After milking Cookie consulted with the rest of the herd and came up with an idea to protest the changes. From then on, every time the farmer brought Cookie to the milkstand, she would simply get to 3' from it and lay down. A laying down 150 lbs. Nubian is much harder to manhandle than a standing 150 lbs. Nubian, in case you were wondering. Also Cookie still mounts from the left no matter how hard the farmer pushes her from the right.
This is were we stand in our protest to milking routine changes. Gloria barges out of the barn and Cookie lays down. So far our resolve is strong. Perhaps with enough frustration the farmer will give in and change the stand back to the way it was. We will keep you posted on our progress.
Tuesday, April 24, 2012
Wednesday, April 18, 2012
Tuesday, April 17, 2012
My mom, Gloria, had her babies on Saturday. Gloria being 9 years old and on her 6th pregnancy had the farmer in a tizzy. On Tuesday the farmer came home early from work to watch the goat. The farmer was absolutely sure that perhaps it was possible that she might kid that day. Well, Tuesday came and went and no babies came at all.
The farmer looked at her notes from breeding season and saw that Gloria was bred on two different days, 4 days apart. The buck came in on Tuesday and Gloria let him breed her that day. Then the buck left on Saturday but not before Gloria let him breed her again. So the farmer didn’t know if Gloria was due on Tuesday or Friday! The farmer did the math and saw that Gloria has kidded 4 times in a row on her 153rd day of gestation, in the afternoon. Thus the farmer was sure that Gloria would kid on Friday afternoon since she didn’t kid on Tuesday (which would have been 153 days from the first time she was bred in the fall).
The farmer went to work on Friday morning and worked as fast as she could so she could go home early to watch Gloria kid. At 11am the farmer got home and started watching for babies. Gloria decided to take full advantage of the audience and did all the things that would signal that labor was starting. She yawned and stretched and pawed the ground. She lay down and breathed heavy with her head down while staring off in space. She rolled around and acted uncomfortable. She even gave a little jiggle to her sides now and then which looked like contractions. By 1pm the farmer had called her friend to come and watch the babies be born. The farmer and her friend stood at the stall door eagerly awaiting the birth. They stood and watched and stood and watched and stood and watched…… FOR 6 HOURS!!!
Finally the farmer’s legs had started to ache and the weather had gotten colder and it was dinner time, so she told her friend to go home and the farmer would call her if anything happened. The farmer then spent the entire night getting up every two hours to watch Gloria. Gloria did all she could to keep up the suspense the whole night. By Saturday morning the farmer was exhausted and still not seeing any babies. Of course, surely, those babies had to come out some time so the farmer kept up the two-hour vigil throughout the day.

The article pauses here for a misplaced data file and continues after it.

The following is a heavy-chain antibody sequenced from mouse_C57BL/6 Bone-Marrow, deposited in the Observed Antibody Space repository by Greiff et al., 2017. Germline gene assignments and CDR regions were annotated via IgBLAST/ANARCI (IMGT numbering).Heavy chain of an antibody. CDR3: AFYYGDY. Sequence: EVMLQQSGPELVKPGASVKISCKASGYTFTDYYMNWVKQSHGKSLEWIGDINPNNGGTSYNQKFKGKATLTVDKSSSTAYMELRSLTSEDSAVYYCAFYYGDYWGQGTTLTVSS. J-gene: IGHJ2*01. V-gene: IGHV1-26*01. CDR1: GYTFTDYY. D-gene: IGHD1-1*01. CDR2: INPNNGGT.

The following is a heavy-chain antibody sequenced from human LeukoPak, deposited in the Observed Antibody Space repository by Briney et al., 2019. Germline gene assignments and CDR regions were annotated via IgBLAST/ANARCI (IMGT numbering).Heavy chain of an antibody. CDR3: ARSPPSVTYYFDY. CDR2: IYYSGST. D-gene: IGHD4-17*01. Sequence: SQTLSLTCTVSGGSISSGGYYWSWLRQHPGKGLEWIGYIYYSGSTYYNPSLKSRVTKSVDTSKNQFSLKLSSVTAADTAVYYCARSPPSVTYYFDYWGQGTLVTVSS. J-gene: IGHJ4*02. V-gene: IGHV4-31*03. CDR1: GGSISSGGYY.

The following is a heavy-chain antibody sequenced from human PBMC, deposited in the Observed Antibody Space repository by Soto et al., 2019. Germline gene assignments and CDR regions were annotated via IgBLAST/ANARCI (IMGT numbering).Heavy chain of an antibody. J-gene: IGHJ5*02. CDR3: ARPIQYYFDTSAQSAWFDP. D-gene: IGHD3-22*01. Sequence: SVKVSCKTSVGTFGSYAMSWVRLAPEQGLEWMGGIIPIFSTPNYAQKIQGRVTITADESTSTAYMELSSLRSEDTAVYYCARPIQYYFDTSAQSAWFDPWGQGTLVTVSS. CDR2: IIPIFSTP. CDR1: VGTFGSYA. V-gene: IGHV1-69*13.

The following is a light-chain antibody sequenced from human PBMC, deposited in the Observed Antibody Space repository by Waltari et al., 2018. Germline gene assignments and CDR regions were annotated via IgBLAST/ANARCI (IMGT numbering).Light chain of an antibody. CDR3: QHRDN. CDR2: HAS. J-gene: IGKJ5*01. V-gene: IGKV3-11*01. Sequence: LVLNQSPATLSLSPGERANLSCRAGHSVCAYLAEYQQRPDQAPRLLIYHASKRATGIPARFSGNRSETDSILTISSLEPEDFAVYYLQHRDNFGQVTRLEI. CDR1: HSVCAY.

By 1pm Gloria added crying to her routine of pawing, laying down, getting up, yawning, and stretching. This worried the farmer so she ran in to call her friend to tell her to come out to the farm because the babies had to be coming soon. By the time she got back to the barn, Gloria’s water had broken! The farmer felt around inside to make sure that the kid was presented properly. She could feel two hooves and a nose. The kid started to come out and the farmer saw that what she thought was two hooves was only one massive hoof! The farmer helped pull the giant buck kid out to give Gloria a break. He was a beautiful Oberhasli-type buck. After a couple of minutes of licking her new kid, Gloria started to work on getting the second kid out. The farmer went in and felt for the next one. All she could feel was a weird blob with some unidentifiable parts in it. When the kid finally started to come out the blob was the sack of fluid. The sack was really tough and the farmer had to use her fingernail to cut through it to release the kid. The second kid was a gorgeous Alpine-type doeling. The farmer got both new kids cleaned up. By this time the farmer’s husband had come back with a load of hay. The farmer stopped birthing kids and unloaded the hay. She thought Gloria was done having kids. Just as she was ready to take the two new kids into the house, Gloria lay down and started pushing again. The third kid was another pretty Oberhasli-type buck. Gloria had two bucks and a doe. Shortly after the third kid came out, Gloria started pushing out the afterbirth so the farmer knew that triplets were all that was there.
All three kids and Gloria are doing well. The farmer has started to catch up on her sleep but still feels a little zombie-fied.